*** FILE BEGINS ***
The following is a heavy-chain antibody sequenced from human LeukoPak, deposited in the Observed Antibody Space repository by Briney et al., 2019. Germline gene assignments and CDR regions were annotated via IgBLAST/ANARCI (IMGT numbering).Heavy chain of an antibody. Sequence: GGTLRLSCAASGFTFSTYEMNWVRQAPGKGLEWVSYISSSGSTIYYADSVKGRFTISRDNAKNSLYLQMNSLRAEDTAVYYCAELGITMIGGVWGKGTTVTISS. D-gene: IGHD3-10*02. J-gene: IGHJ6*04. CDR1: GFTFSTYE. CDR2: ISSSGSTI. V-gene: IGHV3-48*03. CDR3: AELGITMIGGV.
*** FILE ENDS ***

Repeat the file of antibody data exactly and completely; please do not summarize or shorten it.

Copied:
The following is a heavy-chain antibody sequenced from human LeukoPak, deposited in the Observed Antibody Space repository by Briney et al., 2019. Germline gene assignments and CDR regions were annotated via IgBLAST/ANARCI (IMGT numbering).Heavy chain of an antibody. Sequence: GGTLRLSCAASGFTFSTYEMNWVRQAPGKGLEWVSYISSSGSTIYYADSVKGRFTISRDNAKNSLYLQMNSLRAEDTAVYYCAELGITMIGGVWGKGTTVTISS. D-gene: IGHD3-10*02. J-gene: IGHJ6*04. CDR1: GFTFSTYE. CDR2: ISSSGSTI. V-gene: IGHV3-48*03. CDR3: AELGITMIGGV.